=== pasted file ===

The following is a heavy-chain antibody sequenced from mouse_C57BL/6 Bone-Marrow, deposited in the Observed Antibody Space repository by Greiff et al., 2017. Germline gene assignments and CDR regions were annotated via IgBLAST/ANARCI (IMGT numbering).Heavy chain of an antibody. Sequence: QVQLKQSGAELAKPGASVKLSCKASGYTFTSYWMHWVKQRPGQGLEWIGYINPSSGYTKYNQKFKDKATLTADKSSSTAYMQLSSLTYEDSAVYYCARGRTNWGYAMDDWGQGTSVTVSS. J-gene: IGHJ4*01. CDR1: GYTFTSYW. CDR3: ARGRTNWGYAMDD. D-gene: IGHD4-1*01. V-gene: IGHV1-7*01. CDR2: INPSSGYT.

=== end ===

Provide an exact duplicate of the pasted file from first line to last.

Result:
The following is a heavy-chain antibody sequenced from mouse_C57BL/6 Bone-Marrow, deposited in the Observed Antibody Space repository by Greiff et al., 2017. Germline gene assignments and CDR regions were annotated via IgBLAST/ANARCI (IMGT numbering).Heavy chain of an antibody. Sequence: QVQLKQSGAELAKPGASVKLSCKASGYTFTSYWMHWVKQRPGQGLEWIGYINPSSGYTKYNQKFKDKATLTADKSSSTAYMQLSSLTYEDSAVYYCARGRTNWGYAMDDWGQGTSVTVSS. J-gene: IGHJ4*01. CDR1: GYTFTSYW. CDR3: ARGRTNWGYAMDD. D-gene: IGHD4-1*01. V-gene: IGHV1-7*01. CDR2: INPSSGYT.